Given that my museum visit was shorter than expected, I popped in the the 8-story El Corte Inglés nearby. I'm not one who derives pleasure from shopping. This is a bit silly, but I once went to this department chain in Spain because I desperately needed new sandals during a trip. I was looking for the cheapest tide-me-over I could find. Sure enough, on the lower level I discovered a clearance section with a cute pair of black sandals in my size. As I recall, they may have cost $10. They ended up being the best pair of shoes I ever had. I was so disappointed to retire them.

So with positive memories of a shopping experience twelve years ago, in a different country... I figured I owed a visit to this store again.

I probably won't feel that way next time. I was looking at a little bag with a sweet quote in Portuguese and a little illustration when a saleswoman pounced. Uggg. She grabbed the bag from my hands, working feverishly to explain all of its benefits: "Look! It has four edges and one of them is open! There are handles! Here is a pocket--that's nice!" She really wanted me to converse with her about the bag. I just wanted her to leave me in peace to browse the alternatives. Eventually I did say, pseudo-curtly, "can I hold it?" I fought off the urge to rip it from her hands, roll my eyes, and storm off. I did buy the bag--but my fond memory of the store has been replaced with that of a haranguing nag.

By the way, this anecdote happened on Thanksgiving.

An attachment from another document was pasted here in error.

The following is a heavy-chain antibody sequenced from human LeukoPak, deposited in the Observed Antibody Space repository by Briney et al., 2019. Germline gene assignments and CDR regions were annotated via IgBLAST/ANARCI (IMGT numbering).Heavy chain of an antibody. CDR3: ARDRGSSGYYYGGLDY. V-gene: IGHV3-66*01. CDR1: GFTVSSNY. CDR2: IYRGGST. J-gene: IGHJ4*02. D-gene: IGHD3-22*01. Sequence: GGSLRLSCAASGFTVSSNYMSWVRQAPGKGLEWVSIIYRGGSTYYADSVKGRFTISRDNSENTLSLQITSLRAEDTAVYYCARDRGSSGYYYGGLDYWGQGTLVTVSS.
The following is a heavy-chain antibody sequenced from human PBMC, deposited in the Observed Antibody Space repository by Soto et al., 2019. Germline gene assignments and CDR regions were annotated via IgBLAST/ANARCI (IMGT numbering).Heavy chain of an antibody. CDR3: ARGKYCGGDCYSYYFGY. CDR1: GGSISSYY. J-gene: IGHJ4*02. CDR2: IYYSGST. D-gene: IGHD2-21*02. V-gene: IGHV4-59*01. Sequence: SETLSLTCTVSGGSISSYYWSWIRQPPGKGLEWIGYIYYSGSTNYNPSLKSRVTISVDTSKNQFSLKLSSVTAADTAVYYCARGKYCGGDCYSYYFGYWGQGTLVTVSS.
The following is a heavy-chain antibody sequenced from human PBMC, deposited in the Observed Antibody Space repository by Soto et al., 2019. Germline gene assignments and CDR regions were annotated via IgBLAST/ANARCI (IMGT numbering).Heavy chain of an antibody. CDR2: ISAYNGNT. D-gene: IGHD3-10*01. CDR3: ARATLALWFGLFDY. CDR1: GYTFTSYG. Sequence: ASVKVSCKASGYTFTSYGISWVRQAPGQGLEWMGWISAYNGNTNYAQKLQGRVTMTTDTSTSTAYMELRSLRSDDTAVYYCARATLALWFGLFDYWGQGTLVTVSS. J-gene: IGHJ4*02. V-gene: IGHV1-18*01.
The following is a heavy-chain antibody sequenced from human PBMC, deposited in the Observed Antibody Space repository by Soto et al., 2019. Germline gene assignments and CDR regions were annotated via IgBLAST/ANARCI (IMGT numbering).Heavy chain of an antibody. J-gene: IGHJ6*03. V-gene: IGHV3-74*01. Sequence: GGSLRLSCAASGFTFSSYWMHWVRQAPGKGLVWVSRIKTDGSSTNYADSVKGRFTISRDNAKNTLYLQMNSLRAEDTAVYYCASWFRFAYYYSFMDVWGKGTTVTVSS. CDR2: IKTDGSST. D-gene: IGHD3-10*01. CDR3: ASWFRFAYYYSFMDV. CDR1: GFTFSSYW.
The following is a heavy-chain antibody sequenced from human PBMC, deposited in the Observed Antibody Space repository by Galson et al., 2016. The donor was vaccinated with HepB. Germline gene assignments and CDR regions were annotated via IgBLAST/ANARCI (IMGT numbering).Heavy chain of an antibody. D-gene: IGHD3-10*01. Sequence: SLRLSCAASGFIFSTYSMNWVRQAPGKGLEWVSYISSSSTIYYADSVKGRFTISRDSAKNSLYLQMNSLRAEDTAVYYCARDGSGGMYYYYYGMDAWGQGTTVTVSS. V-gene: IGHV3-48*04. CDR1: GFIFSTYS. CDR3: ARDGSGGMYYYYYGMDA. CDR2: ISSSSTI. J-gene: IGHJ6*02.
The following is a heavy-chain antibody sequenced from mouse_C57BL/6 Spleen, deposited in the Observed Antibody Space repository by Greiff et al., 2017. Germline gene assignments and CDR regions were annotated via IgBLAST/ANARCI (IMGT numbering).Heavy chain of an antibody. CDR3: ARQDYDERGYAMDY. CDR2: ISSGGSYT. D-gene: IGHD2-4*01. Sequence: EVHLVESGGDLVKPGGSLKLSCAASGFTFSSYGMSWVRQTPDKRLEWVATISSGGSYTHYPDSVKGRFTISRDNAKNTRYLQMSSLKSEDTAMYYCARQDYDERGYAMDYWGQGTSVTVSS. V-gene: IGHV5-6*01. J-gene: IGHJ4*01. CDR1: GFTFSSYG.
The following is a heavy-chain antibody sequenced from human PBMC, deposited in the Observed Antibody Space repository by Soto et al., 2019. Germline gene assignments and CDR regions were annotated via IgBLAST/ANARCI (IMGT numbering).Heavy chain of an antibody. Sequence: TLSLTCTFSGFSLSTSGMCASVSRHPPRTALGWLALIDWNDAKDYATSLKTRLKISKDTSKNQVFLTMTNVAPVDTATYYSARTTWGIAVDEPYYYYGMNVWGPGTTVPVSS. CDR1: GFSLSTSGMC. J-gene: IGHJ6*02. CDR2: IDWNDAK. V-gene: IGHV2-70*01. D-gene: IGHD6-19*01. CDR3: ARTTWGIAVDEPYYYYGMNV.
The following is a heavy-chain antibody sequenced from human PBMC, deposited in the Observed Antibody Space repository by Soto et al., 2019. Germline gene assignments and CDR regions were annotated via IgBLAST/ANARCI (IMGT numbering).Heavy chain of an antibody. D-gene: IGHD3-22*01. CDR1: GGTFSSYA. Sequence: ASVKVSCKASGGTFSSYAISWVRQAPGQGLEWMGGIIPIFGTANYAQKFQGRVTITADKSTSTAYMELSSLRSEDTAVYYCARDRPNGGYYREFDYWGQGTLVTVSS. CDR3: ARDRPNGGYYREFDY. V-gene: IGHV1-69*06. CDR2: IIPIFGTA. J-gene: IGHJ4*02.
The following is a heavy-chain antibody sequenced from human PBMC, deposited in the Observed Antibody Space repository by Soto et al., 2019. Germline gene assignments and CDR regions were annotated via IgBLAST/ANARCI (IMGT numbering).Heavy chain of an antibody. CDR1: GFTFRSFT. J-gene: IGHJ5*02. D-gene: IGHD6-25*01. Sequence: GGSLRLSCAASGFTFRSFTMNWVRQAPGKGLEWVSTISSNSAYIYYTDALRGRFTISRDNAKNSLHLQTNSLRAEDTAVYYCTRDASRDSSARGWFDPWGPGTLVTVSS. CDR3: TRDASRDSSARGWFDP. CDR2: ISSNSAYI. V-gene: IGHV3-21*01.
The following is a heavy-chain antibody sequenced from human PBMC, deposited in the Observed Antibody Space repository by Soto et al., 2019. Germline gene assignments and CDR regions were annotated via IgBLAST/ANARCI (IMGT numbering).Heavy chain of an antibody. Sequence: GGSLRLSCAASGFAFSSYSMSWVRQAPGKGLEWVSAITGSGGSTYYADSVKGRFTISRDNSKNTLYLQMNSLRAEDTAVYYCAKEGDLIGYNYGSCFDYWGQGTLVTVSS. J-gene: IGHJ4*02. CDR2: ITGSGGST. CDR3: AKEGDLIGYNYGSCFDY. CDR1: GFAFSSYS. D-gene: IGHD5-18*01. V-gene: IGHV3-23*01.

I am a non-contributing zero.
(Seriously, if you haven't seen comedian Louis CK's bit "Everything is amazing and nobody's happy,"  please Google it at once.)

Back to reality. Meandering back to Baixa, I passed the lovely Rossio Station. Nearby, Anthony Bourdain tells me, is A Ginjinha. Obviously I had to go there. As I watch the video linked herein, I realize that 5th-generation owner, José Paiva, served me my ginjinha, with 3 cherries.

I am totally going back there tomorrow.

My wander was quickly sobering though. I read that the very square that I was merrymaking in (in front of Igreja São Domingos) was home to the Lisbon Massacre (of 1,500+ Jews) in 1506, among other tragedies during the Inquisition some thirty years later. I read, too, that you can see where the interior columns split (eerily verified)--when the heavy stone roof and tops of the walls crashed in on the full church during All Saints Day mass in 1755. It was the same scenario all over the city, and there are a lot of churches. What wasn't destroyed by the quake was likely consumed by the fires that followed. I mentioned earlier that Lisbon lost 1/3 of its population in the events. Stunning.

And that leaves me with today... which I'll get to tomorrow!

Boa noite!





Wednesday, November 27, 2013

Because Bourdain

In addition to the quirky entrance of my apartment, during breakfast I noticed a lovely old wooden picture frame on the wall near the corner of the living room. It's empty. Hmm-k.

I headed to the Belém neighborhood this morning with two objectives: to visit Mosteiro dos Jerónimos (a monastery from the mid-1400s), and to eat a pastel de nata at Pastéis de Belém. Both of these are very worthwhile pursuits.

Not only was I impressed by the architecture of the monastery's church, but also by the fact that it is older than my country. While I've stood in older places before, something about the magnitude of Portuguese innovation and achievement gripped me. In this same place, now-famous explorers paused to pray before boarding caravels to hopefully see shores of yet-unknown lands. Phenomenal, when you think about it.

Speaking of phenomenal, I didn't expect to be blown away by the pastel... I'm just not that into custard. Mas bah Tchê! Incredible! Right up there with the Ruszwurm Kreme in Budapest. Neither should be missed if you find yourself within a continent or two.